2014 Sensory Physiology

Example questionStimulus Modality

Specificity

Critical Fact Icon(doctrine of specific nerve energies - Mueller, 1826)

Receptors:

ADEQUATE STIMULUS: the type of energy that a receptor responds to under NORMAL conditions (i.e., the type of energy that has the lowest threshold for receptor activation)

Adequate stimulus cartoon
The principle of specificity does NOT mean that a receptor cannot respond to other forms of energy (e.g., photoreceptors responding to intense pressure). However, due to the segregation of sensory pathways (think of the organization of sensory cortices, with each system in a different physical location), any stimulus is perceived as if it was the adequate stimulus (e.g., pressure on photoreceptors is perceived as "seeing stars").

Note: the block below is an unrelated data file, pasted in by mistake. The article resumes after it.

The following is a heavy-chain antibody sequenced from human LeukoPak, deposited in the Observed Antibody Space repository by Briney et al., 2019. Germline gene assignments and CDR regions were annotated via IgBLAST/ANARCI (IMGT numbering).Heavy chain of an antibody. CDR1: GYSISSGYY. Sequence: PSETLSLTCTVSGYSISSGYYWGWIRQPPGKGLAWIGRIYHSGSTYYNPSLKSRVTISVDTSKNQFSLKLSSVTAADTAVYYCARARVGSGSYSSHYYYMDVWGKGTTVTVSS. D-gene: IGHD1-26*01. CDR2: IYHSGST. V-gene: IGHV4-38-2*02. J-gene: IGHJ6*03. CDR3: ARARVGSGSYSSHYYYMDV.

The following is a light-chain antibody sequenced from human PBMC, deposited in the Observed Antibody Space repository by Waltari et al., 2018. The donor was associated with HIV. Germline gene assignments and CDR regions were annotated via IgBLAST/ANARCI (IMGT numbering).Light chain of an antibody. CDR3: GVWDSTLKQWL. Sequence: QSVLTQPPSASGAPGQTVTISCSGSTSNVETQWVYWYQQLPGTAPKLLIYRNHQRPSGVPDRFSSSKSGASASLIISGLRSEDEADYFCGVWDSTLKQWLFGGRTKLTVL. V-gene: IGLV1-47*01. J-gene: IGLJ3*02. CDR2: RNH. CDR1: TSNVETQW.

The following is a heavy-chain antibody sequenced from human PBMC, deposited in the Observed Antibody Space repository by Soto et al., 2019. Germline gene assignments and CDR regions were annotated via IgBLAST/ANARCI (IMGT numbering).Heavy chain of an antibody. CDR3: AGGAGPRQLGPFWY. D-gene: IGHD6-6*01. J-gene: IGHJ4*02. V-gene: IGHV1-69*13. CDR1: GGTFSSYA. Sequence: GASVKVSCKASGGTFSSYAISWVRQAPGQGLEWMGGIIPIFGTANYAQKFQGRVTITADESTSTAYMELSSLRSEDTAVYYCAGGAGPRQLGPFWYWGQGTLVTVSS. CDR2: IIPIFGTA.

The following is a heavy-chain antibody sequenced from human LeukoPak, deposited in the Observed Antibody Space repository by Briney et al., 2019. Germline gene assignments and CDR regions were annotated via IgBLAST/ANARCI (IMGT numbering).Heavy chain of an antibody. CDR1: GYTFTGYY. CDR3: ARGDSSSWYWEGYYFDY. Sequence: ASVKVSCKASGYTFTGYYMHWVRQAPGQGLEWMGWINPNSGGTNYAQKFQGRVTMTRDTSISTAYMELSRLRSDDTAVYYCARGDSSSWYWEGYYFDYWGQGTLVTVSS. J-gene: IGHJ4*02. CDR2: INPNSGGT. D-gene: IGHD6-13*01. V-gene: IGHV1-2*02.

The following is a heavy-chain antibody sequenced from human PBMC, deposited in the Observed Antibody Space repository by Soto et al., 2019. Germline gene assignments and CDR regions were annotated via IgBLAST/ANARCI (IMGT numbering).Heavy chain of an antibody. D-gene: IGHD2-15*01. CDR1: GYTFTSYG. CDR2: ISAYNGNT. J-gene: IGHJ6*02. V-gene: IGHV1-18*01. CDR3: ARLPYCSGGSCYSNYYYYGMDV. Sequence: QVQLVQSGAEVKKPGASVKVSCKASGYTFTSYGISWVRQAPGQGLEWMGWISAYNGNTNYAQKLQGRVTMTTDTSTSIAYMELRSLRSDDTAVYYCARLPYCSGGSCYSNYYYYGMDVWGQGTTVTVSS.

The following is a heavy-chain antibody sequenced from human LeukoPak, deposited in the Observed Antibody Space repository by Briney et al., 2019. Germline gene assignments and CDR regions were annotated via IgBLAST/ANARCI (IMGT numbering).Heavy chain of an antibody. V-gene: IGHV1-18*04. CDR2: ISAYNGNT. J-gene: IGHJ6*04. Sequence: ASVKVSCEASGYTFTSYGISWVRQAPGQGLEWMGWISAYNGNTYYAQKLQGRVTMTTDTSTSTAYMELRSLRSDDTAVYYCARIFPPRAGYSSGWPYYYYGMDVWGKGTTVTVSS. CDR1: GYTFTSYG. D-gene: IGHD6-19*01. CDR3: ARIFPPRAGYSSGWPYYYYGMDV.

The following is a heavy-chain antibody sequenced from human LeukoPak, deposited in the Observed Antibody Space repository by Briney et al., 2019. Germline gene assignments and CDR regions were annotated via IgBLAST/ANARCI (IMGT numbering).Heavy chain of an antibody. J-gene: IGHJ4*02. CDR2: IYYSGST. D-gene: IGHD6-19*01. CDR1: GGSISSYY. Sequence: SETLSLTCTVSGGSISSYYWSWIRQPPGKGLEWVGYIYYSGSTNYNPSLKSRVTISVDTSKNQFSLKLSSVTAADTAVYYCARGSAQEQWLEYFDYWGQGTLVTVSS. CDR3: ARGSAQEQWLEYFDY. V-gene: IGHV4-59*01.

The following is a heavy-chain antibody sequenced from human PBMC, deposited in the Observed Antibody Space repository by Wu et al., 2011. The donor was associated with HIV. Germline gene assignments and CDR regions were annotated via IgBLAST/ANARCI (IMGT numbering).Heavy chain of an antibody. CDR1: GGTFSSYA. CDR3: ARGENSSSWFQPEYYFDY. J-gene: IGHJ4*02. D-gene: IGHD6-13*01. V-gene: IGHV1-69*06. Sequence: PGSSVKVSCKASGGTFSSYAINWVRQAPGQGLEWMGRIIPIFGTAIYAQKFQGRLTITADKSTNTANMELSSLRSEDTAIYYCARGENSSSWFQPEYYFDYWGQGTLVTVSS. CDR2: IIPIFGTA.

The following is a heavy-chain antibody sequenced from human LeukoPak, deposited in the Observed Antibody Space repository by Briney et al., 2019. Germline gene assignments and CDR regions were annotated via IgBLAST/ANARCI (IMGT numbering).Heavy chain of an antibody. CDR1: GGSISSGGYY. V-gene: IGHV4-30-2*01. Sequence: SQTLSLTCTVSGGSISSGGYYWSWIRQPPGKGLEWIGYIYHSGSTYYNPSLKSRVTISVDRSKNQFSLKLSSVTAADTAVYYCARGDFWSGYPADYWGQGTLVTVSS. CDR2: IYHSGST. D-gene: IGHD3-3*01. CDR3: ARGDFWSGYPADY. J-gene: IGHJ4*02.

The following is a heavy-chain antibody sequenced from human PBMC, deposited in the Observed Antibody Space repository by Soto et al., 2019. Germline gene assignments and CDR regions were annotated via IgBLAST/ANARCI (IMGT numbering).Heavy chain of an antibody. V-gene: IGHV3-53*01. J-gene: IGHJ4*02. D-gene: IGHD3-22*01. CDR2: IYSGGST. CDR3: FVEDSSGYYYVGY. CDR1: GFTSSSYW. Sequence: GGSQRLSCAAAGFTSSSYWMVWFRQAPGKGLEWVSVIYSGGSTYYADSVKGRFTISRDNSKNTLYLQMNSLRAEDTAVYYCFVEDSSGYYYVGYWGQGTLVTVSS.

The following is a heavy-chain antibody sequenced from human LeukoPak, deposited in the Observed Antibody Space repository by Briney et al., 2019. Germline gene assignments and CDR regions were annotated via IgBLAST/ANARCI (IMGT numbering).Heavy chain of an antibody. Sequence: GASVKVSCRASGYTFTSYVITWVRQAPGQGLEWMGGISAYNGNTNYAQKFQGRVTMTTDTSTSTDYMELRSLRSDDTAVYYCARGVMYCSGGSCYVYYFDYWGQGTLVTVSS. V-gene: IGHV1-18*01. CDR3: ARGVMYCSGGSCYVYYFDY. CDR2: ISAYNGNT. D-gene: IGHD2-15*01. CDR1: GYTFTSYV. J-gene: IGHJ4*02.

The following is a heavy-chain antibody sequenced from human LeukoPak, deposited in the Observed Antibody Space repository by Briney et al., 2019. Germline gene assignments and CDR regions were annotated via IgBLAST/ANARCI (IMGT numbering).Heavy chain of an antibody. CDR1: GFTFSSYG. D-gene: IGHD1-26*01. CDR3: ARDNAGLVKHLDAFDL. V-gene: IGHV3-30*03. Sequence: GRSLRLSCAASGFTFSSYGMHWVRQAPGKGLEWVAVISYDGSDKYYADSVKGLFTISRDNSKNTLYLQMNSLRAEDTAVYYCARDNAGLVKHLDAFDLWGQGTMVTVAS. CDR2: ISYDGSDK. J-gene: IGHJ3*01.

Special Senses
"Not-so-special" Senses
Audition (hearing)
Mechanoreception (touch)
includes both somatosensation and visceral sensation
(e.g., blood pressure)
Vision (sight)
Nociception
includes both somatosensation and visceral sensation
Gustation (taste)
Body position (part of proprioception)
Head rotation
Internal sensation: pH, osmolarity
Gravity detection
Olfaction (smell)

 

Email: Dr. Janet Fitzakerley | ©2014 University of Minnesota Medical School Duluth | Last modified: 4-feb-14 8:26 PM